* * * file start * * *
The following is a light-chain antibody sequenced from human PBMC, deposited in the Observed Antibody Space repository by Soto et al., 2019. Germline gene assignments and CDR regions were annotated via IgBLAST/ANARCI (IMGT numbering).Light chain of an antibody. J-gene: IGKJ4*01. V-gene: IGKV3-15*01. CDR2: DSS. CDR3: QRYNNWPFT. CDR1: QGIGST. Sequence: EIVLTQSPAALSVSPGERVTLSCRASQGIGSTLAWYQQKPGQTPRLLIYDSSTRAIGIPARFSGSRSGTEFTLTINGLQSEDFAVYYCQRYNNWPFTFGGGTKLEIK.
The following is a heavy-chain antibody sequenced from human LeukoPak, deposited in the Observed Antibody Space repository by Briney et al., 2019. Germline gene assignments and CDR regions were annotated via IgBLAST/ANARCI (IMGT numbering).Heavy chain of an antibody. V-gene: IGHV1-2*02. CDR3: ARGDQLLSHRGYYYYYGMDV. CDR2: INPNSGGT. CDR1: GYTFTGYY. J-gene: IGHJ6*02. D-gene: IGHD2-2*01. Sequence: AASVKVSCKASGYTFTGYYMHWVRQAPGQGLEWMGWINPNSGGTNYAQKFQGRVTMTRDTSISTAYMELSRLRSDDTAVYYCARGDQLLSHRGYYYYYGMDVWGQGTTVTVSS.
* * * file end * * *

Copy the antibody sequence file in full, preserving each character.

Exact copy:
The following is a light-chain antibody sequenced from human PBMC, deposited in the Observed Antibody Space repository by Soto et al., 2019. Germline gene assignments and CDR regions were annotated via IgBLAST/ANARCI (IMGT numbering).Light chain of an antibody. J-gene: IGKJ4*01. V-gene: IGKV3-15*01. CDR2: DSS. CDR3: QRYNNWPFT. CDR1: QGIGST. Sequence: EIVLTQSPAALSVSPGERVTLSCRASQGIGSTLAWYQQKPGQTPRLLIYDSSTRAIGIPARFSGSRSGTEFTLTINGLQSEDFAVYYCQRYNNWPFTFGGGTKLEIK.
The following is a heavy-chain antibody sequenced from human LeukoPak, deposited in the Observed Antibody Space repository by Briney et al., 2019. Germline gene assignments and CDR regions were annotated via IgBLAST/ANARCI (IMGT numbering).Heavy chain of an antibody. V-gene: IGHV1-2*02. CDR3: ARGDQLLSHRGYYYYYGMDV. CDR2: INPNSGGT. CDR1: GYTFTGYY. J-gene: IGHJ6*02. D-gene: IGHD2-2*01. Sequence: AASVKVSCKASGYTFTGYYMHWVRQAPGQGLEWMGWINPNSGGTNYAQKFQGRVTMTRDTSISTAYMELSRLRSDDTAVYYCARGDQLLSHRGYYYYYGMDVWGQGTTVTVSS.